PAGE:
Y Viva Espana

Finally finished sorting the wheat from the chaff on the Spanish photo front. Here’s a taster. I’m well aware they’re not professional quality photographs but I’m well impressed with what you can get from £250 quidsworth of point and shoot camera. This is an entirely unforced endorsement for the Sony Cybershot HX9V which must be worth a lifetime supply of their successors. Even if they don’t agree my terms, I’ll still rave about it. It’s the fourth bit of technology I’ve come across in the last few years which has actually exceeded my expectations.

Never mind that bollocks, take a look at these (click any of the images to get larger versions):

For starters, this is my first ever proper lake reflection shot – just half an hour north of Malaga Airport…

Spent Xmas Day spent crawling all over the Alhambra, seen here with the Generalife and snowcapped Sierra Nevadas in the distance…

inside one of tha Alhambra Palaces (Carlos V). This might look impressive but in fact the overall impression you get from the later Christian architecture – which is clearly an attempt to show they can match or exceed their Islamic predecessors – is that it’s either cheap and shoddy by comparison; or ludicrously overdone and completely divorced from the Nazarene’s humble ethos. Islamic architecture comes across as much more consistent with Islamic philosophy.

And it’s not like Islam cannot do complexity. Check out this bit of a ceiling in the Nasrid Palace… (zoom in on the large version to see the real detail)

and this next ceiling (in a room named after the family of over 30 who were slaughtered in it several centuries ago) is so complex, it cannot be captured in a single photograph. You need the sequence of three to give some idea of what’s going on (zoom these as well):



Another reflection shot…

and I’m rather pleased with this hand held night time shot capturing Venus and the crescent Moon setting over the Alhambra…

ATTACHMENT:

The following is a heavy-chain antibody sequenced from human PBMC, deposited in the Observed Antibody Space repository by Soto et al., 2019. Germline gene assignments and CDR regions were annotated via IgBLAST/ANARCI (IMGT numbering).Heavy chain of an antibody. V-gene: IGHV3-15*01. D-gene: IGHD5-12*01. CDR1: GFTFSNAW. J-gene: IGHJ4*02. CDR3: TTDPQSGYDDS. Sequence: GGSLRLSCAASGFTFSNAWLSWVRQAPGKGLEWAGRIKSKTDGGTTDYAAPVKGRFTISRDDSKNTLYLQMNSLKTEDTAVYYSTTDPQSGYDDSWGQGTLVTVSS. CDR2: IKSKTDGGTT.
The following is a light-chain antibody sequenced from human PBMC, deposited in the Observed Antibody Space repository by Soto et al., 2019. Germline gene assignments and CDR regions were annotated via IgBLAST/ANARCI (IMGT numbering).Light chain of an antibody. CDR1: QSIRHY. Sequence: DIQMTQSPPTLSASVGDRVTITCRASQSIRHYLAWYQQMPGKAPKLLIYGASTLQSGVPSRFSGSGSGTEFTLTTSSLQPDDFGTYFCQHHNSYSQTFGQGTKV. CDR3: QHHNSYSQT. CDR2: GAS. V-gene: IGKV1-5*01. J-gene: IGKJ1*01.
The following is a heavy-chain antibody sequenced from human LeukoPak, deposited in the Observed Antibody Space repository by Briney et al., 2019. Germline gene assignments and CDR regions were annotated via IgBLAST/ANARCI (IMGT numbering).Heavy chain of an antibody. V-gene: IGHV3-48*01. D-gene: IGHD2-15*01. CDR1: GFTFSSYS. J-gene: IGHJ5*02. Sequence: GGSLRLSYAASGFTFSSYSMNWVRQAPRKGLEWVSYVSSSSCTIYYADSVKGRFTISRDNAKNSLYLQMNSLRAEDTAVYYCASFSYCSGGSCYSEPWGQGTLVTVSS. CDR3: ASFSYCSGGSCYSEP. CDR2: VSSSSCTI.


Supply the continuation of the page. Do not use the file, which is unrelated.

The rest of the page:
the sheer quality and detail captured in the landscape shots stunned me. I really love this camera!

We took a day trip to Cordoba to see the Mesquita. It started as a Visigoth Church in the 3rd century CE, became a Moslem palace with water gardens and Mosque, then, in the 13 century, the Christians re-possessed it and added some of the most ornate overgilded architecture you’ll find anywhere in the world. You reach it by crossing the Roman Bridge…


a pointless but, nevertheless, rather impressive archway at the far end of the bridge…

what the Mesquita is most famous for is it’s 860 columns. Here are a few of them. If you zoom this one I think you can see 14 “layers” back down the central row…

Finally we went to Mijas for the last full day, so we’d be close to the airport…

Adios Amigos

If anyone wants to see the full collection (self running slideshow 184mb), 183 (out of over 2,000) images I considered good enough to keep and share. You can download it from here.

I retain copyright of course, but you are free to use any of them provided they are properly attributed back to me and if you make any money out them, I won’t object to a slice. You can make your own mind up about what they’re worth…

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About Harry Stottle
Refugee from the Stumbleupon Blogicide of October 2011 Here you will find my "kneejerk" responses to the world and what I happen to bump into. For my more detailed considerations and proposals, please visit my website or my previous main blogging site.

One Response to Y Viva Espana

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